Prolific author Louis
Salvator was an Archduke of Austria from the branch of the Hapsburg family which ruled
Tuscany when he was born in Florence, Italy in 1847. Still in his 20s he left the Imperial
service to devote himself to science and travel, and wrote 50 books - all but four about
He lived in the Balearic island of Majorca
or on board his beloved steam yacht and produced, on average, a book a year. His work on
Nicosia was written when he was
26, and was based on a cruise to Cyprus. It was an inspiring city in 1873, five years
before British occupation.
Salvator saw it through the eyes of an artistic young man,
and its romantic appeal enthralled him. His descriptions, and the delicate lined of his
own sketches, give the liveliest impression that remains of the life and customs of a
great city of the old Levant at the end of three centuries of Turkish rule.
The first German edition of the book, printed in 1873 in
Prague, is very rare and only three copies are known to have escaped destruction by fire.
Here is and extract:
"Nicosia is not divided into districts
in the usual sense of the word; the only divisions that could be drawn would be by the
different populations of the town. The Turks for instance, occupy the parts about the Gate
of Famagusta, near the mosque of Tahta Kale, and especially those between the Gates of
Kyrenia and Paphos. The Greeks have chosen principally the district between the
residence and Ayia Sophia for their dwelling-place, but are also sprinkled amongst the
Turkish population between the Gates of Kyrenia and Famagusta. The Armenians are mixed up
everywhere with the Turks.
"The narrow, winding streets bear sometimes various
names within a short distance, and usually the name of the street is not given, but the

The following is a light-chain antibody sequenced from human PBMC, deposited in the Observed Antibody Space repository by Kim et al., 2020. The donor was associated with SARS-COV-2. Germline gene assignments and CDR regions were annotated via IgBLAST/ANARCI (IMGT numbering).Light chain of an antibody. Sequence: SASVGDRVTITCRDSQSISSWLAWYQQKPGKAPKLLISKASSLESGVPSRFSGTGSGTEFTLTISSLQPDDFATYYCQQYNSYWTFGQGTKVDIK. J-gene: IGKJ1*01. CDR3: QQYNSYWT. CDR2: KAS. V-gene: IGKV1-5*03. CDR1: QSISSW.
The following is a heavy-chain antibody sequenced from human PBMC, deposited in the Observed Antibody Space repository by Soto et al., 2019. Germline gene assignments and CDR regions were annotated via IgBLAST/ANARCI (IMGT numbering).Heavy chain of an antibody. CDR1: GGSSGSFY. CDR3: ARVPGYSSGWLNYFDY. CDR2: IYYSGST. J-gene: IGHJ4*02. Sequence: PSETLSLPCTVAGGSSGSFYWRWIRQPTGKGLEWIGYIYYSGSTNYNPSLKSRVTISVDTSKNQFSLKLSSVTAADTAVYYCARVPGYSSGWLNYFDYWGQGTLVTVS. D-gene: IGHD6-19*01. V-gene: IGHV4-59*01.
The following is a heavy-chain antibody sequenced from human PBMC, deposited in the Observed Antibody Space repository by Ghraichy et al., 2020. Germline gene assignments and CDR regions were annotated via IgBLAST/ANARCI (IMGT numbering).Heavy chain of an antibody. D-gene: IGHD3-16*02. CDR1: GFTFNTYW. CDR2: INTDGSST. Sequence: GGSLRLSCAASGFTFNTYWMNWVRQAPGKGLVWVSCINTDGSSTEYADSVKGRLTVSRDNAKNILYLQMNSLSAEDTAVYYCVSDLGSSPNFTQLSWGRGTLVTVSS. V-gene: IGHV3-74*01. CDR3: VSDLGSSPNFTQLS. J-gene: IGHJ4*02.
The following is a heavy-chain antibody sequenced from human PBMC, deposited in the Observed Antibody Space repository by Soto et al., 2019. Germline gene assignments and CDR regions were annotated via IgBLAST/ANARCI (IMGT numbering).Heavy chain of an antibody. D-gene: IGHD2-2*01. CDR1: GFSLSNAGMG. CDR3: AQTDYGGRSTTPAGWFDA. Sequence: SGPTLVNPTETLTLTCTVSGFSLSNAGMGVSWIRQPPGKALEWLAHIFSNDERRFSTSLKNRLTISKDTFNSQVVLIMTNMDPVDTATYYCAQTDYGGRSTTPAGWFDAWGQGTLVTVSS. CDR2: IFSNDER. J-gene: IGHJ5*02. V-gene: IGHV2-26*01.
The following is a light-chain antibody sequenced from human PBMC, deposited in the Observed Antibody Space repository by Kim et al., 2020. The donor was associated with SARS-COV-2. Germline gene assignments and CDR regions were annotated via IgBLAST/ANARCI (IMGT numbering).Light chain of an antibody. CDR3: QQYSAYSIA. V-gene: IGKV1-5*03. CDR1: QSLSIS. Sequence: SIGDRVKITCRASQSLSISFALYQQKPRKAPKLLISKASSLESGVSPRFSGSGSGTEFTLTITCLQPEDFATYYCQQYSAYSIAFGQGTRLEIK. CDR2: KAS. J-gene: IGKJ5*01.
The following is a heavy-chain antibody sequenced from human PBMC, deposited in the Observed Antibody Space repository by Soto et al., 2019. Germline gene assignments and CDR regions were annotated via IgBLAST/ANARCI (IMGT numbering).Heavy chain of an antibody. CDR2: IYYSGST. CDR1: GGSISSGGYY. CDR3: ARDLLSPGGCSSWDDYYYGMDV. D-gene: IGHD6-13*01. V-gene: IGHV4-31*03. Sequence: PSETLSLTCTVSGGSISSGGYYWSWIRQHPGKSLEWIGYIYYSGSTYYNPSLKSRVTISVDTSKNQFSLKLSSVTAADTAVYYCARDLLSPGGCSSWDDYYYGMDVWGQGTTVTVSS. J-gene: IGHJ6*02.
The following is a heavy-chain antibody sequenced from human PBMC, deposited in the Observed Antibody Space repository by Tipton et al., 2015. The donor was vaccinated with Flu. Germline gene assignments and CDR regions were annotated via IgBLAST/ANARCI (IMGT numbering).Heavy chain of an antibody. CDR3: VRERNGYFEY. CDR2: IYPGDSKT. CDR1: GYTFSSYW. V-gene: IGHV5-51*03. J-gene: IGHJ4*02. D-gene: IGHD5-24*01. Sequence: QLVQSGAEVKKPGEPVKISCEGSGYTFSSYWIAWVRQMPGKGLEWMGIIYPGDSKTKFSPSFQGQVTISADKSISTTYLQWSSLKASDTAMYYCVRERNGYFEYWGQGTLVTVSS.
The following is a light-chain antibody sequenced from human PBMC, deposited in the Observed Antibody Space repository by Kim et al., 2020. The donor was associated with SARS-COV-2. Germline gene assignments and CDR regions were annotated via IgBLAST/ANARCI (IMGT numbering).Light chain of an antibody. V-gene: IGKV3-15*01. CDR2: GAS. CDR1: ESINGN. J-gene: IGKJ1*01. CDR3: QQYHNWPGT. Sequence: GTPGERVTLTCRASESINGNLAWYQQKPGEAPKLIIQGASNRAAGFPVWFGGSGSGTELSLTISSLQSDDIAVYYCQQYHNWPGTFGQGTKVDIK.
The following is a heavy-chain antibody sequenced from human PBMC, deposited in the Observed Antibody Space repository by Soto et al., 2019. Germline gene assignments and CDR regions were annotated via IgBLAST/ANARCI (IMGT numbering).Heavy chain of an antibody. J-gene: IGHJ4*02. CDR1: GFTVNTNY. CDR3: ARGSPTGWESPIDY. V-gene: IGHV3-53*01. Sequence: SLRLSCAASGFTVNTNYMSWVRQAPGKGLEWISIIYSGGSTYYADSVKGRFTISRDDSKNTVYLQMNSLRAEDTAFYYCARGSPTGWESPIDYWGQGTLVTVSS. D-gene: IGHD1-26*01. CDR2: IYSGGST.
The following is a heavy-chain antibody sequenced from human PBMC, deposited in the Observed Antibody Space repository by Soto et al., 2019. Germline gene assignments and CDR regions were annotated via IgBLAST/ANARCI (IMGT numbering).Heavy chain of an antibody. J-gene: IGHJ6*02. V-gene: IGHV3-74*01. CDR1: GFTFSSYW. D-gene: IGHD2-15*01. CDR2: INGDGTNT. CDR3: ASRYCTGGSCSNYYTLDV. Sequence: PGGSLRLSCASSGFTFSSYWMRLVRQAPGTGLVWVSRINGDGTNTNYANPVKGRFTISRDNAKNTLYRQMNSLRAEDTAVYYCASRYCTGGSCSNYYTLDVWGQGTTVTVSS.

various places are designated after the neighbourhood in which they are situated. The names
of the localities appear in white characters on blue tin tablets in Turkish and Greek. The
houses are numbered in the same manner. The pavement consists of rough shingle, and in
many cases there is none at all. The principle street of Nicosia, which is naturally the
broadest and the longest one, is called the next in importance to the Tahta Kale, which
leads from the Gate of Famagusta to the bazaars, thus forming the main entrance to the
city. By the side of it runs the dry bed of the Kanlidere /Pedias with several bridges.
"There are very few houses built of stone in Nicosia. Some of
these ate adorned with Gothic arched windows and flowing tracery, but nobody seems to pay
any attention to them. Most of the houses are made of big clay bricks, as they say, for
fear of earthquake. Clay houses will last a hundred years, but they must be frequently
repaired, as the straw in the bricks is plastered up and will rot and leave holes in the
"Most of the Turkish houses have prominent pavilions,
others latticework windows and are surmounted by wooden gables. Over the entrance of the
Turkish houses we often found a wooden frame in the shape of the crescent and star, or of
the star only, with little wire hoops to hold the oil cups for the illumination on the
anniversary of the Sultan's accession and other festivals.
"The entrance-doors usually exhibit three rows of
nails, one in the middle, one on the top, and one below; narrow strips of wood run down
closely from the top, each of them fastened by a nail in three places. Some of the doors
are formed in lozenge-shaped squares made in a similar manner. The cross-bars of the doors
are most elaborate in some Turkish houses.
"Now let us step in. The doors of the Turkish houses are in
most cases carefully locked, and a screen stands immediately behind, so that when the door
is opened no-one can see in. Having passed the screen, the visitor enters the paved hall,
usually facing a garden or a courtyard.